|Publication number||US5171158 A|
|Application number||US 07/758,386|
|Publication date||Dec 15, 1992|
|Filing date||Sep 3, 1991|
|Priority date||Apr 11, 1990|
|Publication number||07758386, 758386, US 5171158 A, US 5171158A, US-A-5171158, US5171158 A, US5171158A|
|Inventors||James L. Cairns|
|Original Assignee||Cairns James L|
|Export Citation||BiBTeX, EndNote, RefMan|
|Patent Citations (9), Referenced by (27), Classifications (7), Legal Events (5)|
|External Links: USPTO, USPTO Assignment, Espacenet|
This is a continuation of application Ser. No. 07/507,626, filed Apr. 11, 1990, now abandoned.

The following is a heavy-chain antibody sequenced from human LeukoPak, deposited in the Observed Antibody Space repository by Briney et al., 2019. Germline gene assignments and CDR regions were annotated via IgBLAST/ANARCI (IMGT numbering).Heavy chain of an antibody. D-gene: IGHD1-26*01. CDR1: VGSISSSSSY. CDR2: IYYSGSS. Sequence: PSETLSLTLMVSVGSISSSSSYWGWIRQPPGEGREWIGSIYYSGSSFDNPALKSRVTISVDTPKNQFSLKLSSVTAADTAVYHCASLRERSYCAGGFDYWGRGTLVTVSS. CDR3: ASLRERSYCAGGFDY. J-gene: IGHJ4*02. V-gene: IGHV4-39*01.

This invention concerns an underwater electrical connector using a single probe to provide multiple electrical connections. Each of the electrical connections are separately sealable in a dielectric bath chamber, which chambers are in fluid communication with the other chambers. The seals provide multiple wiping of the electrical contacts on the probe prior to making the electrical connection. This removes contamination from the probe in the high pressure sea water environment and maintains an uncontaminated environment in separate, sealed chambers for separately enclosing each of the electrical connections, made by the single male probe. The respective chambers have dielectric fluid communication with each other in the disconnected condition.